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U.K. Economy May Need Stimulus Boost If Growth Remains Weak

Aug. 1 (Bloomberg) -- The U.K. government and Bank of England may need to increase stimulus through tax cuts or bond purchases if weak economic growth and high unemployment persist, the International Monetary Fund said.

“If the economy appears likely to experience a prolonged period of weak growth and high unemployment -- and if inflationary pressures consequently ease -- it will be important to ensure that the slowdown does not become entrenched,” the Washington-based fund said in a report today. Still, any temporary fiscal measures should be accompanied by additional steps to “safeguard fiscal sustainability and market confidence,” it said.

U.K. manufacturing unexpectedly shrank in July, adding to evidence of a weakening recovery after data last week showed the economy barely grew in the second quarter. Prime Minister David Cameron has vowed to stick to his budget cuts to reduce the deficit, adding to pressure on an economy where consumer incomes are being squeezed by inflation that is more than twice the central bank’s 2 percent target.

The IMF maintained its forecast for U.K. economic growth of 1.5 percent this year and 2.3 percent in 2012. It said that for now both the government and the central bank should stick to their current policy plans as the weakness in economic growth and high inflation rate will likely prove temporary.

The Bank of England will leave its benchmark interest rate at a record low of 0.5 percent and keep its emergency bond-purchase plan at 200 billion pounds ($329 billion) this week, according to economists in two Bloomberg News surveys.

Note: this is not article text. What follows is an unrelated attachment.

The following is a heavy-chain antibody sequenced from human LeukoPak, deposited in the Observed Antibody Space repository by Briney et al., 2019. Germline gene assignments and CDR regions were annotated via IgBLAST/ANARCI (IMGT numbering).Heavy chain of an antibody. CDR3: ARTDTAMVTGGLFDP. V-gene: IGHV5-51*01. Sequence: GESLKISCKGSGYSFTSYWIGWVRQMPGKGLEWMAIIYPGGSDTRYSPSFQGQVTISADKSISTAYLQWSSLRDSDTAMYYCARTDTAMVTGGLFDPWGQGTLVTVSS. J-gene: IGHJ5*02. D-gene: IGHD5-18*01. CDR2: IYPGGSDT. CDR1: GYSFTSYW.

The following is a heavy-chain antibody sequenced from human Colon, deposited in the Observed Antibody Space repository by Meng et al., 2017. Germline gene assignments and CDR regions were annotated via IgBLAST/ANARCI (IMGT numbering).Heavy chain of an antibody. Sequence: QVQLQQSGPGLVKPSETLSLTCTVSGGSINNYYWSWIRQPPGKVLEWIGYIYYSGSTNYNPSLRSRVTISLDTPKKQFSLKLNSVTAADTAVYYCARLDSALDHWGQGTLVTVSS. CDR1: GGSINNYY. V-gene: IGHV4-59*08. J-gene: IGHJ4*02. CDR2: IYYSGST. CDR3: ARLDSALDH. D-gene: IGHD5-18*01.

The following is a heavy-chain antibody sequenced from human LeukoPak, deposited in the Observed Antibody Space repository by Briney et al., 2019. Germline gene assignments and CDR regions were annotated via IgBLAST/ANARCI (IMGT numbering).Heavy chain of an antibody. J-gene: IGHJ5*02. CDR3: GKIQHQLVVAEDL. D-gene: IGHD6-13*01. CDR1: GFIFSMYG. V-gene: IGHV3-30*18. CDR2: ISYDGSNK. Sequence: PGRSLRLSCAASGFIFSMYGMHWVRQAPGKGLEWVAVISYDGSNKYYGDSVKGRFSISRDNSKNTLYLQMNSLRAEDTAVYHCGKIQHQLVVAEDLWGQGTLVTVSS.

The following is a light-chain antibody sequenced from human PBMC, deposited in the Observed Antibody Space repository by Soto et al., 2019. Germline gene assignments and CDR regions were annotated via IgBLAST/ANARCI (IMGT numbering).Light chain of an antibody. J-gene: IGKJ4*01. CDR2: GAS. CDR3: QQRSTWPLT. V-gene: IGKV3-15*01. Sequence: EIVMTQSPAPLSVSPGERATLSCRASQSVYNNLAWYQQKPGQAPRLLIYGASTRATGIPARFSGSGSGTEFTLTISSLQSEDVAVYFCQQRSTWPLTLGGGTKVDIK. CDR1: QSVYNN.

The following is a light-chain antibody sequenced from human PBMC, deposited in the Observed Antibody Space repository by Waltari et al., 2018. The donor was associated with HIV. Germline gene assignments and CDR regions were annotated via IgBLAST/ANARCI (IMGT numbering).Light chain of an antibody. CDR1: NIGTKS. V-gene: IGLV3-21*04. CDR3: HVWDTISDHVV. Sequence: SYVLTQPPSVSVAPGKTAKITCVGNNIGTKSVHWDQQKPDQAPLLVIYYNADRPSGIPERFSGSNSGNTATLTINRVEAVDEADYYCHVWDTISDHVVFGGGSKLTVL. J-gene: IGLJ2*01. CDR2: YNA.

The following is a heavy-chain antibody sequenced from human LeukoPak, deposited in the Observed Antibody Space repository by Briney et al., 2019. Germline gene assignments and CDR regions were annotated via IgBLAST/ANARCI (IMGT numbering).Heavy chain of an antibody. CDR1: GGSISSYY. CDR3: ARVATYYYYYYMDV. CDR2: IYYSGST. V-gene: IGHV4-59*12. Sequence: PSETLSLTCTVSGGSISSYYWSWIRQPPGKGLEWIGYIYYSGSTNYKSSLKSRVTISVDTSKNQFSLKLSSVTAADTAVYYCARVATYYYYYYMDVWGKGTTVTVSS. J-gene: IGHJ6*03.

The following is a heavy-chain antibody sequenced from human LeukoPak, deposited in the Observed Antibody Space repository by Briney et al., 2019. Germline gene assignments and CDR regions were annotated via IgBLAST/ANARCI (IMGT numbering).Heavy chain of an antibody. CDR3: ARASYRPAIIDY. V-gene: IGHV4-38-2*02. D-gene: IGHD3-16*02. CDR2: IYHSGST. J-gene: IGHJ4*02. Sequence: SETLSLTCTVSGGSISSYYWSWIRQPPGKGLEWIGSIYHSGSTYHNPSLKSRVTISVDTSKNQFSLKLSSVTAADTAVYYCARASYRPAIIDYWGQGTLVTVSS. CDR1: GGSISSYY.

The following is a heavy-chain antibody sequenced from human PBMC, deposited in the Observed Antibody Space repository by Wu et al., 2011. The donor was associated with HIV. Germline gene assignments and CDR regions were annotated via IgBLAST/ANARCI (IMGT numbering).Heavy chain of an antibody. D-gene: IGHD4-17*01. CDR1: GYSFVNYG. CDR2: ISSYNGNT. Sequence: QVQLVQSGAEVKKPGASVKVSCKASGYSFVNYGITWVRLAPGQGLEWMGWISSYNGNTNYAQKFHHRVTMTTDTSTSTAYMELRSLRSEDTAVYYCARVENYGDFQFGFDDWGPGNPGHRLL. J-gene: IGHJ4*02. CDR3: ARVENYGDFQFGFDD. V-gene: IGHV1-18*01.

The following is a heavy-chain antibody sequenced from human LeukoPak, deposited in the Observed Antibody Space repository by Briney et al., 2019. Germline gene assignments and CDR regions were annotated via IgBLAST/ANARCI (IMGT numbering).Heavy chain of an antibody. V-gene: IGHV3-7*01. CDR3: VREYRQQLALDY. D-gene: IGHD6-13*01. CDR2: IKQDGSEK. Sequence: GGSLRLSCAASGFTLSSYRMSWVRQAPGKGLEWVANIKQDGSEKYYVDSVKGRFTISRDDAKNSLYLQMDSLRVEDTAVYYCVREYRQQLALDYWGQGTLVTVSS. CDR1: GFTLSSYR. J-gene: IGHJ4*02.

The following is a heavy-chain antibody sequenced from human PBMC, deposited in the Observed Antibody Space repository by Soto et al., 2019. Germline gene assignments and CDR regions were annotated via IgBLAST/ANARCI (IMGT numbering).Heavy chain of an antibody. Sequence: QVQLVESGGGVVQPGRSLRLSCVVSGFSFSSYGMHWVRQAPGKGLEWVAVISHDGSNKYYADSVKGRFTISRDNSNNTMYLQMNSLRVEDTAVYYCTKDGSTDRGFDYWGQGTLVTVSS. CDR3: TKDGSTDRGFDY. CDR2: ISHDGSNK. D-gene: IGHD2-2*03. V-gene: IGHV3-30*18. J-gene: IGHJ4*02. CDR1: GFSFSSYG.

Budget Sustainability

“Strong fiscal consolidation is under way and remains essential to achieve a more sustainable budgetary position, thus reducing fiscal risks,” the IMF said. “The inflation overshoot is driven largely by transitory factors, and hence maintaining the current scale of monetary stimulus is appropriate.”

The Treasury in London said in an e-mailed statement that it welcomed “the strong support the IMF has again given for Britain’s strategy for reducing our deficit and dealing with our debt.”

The fund said that if growth resumes as expected in coming quarters, “the case for beginning to withdraw some monetary stimulus will slowly increase.” Two of the Bank of England’s nine policy makers voted to increase the key rate last month.

Still, the IMF said there were “significant risks” to inflation, growth and unemployment due to the crisis in the euro area, the impact of the fiscal squeeze, volatility in commodity prices and the housing market.

‘Some Softness’

The report also said that while lack of supply will help support property values, “some softness” in house prices “seems likely going forward.” IMF staff “central scenario assumes a reduction in the house price-to-income ratio of 12 percent over the medium term,” it said.

In a section on financial stability, the IMF said that while Britain’s banks are “ahead of schedule” in raising capital required by Basel III and deposits have been increasing faster than loans, lenders should continue to build up capital to reduce risks they pose to the financial system. Balance sheets are still “sizeable,” at about five times gross domestic product, and banks remain vulnerable to any disruption in wholesale funding markets, the report said.

Exposures to European countries struggling to manage their debt “seem manageable,” though “potential major spillovers to the private sector in those countries and to core European banks could lead to solvency concerns.”

“Policy flexibility will be essential to respond to shocks, with the appropriate response depending on the nature of the shock,” the report said. “For example, if there is mounting evidence that weak demand is likely to cause the economy to stall and enter a period of prolonged low growth and subdued inflation, a significant loosening of macroeconomic policies will be required.”

To contact the reporters on this story: Svenja O’Donnell in London at; Jennifer Ryan in London at

To contact the editor responsible for this story: Craig Stirling at

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